While international law provides that mentally ill and intellectually disabled individuals may not be subjected to the death penalty, most countries lack effective procedures to identify individuals with mental disorders. In addition, most countries have failed to put into place legislation to ensure that mentally ill or intellectually impaired prisoners are protected from capital punishment. As a result, mentally ill and intellectually disabled people continue to be sentenced to death and executed around the world.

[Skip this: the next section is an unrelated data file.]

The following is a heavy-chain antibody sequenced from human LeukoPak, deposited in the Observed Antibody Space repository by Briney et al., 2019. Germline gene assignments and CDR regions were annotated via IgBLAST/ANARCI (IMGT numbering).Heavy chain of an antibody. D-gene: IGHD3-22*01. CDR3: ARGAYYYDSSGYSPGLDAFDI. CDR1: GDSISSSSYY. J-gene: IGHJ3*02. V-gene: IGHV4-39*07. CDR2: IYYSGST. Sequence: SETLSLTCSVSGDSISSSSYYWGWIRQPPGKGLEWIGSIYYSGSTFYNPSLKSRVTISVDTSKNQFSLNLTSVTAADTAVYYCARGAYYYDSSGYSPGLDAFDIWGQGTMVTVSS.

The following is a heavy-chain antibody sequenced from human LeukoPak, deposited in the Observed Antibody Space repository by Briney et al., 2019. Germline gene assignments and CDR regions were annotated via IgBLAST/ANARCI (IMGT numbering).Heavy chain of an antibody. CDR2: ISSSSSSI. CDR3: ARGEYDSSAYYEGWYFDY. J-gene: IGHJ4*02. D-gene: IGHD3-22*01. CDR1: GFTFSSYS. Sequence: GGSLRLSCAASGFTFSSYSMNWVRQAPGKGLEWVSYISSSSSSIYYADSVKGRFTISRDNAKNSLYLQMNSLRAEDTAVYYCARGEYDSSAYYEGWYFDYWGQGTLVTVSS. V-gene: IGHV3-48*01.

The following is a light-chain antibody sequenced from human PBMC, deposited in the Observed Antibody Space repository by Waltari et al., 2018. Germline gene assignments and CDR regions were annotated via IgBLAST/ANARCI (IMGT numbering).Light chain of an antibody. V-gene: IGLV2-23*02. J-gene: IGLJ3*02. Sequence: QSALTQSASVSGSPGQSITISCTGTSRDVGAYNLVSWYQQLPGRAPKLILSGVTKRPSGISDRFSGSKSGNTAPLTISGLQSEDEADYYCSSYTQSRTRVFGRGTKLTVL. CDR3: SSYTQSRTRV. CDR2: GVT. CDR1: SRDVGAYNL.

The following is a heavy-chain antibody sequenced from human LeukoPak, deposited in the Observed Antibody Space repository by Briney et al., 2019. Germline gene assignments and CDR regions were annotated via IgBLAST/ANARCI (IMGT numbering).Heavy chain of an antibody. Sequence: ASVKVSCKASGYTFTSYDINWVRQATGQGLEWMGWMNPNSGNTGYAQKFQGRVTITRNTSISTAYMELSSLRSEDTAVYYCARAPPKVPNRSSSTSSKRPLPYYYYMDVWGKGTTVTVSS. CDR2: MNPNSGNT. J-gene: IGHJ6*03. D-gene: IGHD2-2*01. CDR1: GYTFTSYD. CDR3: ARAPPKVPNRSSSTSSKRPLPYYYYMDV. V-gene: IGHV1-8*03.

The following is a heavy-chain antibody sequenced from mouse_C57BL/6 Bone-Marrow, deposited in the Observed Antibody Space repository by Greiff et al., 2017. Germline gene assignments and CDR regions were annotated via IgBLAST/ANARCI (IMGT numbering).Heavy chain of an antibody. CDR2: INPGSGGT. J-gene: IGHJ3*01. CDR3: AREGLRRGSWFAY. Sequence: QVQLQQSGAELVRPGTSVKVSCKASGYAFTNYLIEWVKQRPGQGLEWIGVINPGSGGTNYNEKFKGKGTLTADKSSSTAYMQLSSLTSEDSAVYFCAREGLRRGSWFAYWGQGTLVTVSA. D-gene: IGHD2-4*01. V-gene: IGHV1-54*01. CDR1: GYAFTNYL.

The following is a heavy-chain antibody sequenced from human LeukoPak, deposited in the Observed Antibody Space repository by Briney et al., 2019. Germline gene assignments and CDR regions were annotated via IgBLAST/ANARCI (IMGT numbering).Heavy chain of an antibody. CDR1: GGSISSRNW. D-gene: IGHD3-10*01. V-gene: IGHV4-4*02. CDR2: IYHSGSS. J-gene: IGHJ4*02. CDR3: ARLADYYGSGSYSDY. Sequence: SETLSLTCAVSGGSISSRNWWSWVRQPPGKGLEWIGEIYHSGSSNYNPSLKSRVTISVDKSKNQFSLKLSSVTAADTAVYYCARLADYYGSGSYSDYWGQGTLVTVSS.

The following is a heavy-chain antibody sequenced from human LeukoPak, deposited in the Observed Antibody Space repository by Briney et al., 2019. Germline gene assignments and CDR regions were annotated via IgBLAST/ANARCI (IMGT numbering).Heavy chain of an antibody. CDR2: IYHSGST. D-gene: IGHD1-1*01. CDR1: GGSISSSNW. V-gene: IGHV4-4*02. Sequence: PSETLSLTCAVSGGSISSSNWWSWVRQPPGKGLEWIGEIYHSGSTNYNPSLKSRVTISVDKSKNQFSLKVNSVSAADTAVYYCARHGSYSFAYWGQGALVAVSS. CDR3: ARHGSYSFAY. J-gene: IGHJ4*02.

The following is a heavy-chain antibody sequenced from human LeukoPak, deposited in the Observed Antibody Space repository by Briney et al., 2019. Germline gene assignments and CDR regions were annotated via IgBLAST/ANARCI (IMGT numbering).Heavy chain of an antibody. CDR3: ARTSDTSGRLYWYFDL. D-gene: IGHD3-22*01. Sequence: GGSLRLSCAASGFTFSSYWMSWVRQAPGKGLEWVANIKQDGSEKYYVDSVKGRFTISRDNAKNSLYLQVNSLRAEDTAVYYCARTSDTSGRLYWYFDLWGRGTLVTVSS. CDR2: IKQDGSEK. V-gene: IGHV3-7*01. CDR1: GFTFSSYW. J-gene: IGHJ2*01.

We aim to ensure that intellectually disabled and mentally ill individuals receive the protection to which they are entitled under international law. To further this goal, we train lawyers, judges, and mental health professionals on the relevance of mental health to criminal behavior, focusing on trauma, traumatic brain injury, childhood illness, exposure to violence, substance abuse, intellectual disability, and psychosis. We also promote law reform, judicial precedent, and policy developments to provide humane treatment for offenders with mental illnesses or intellectual disabilities.

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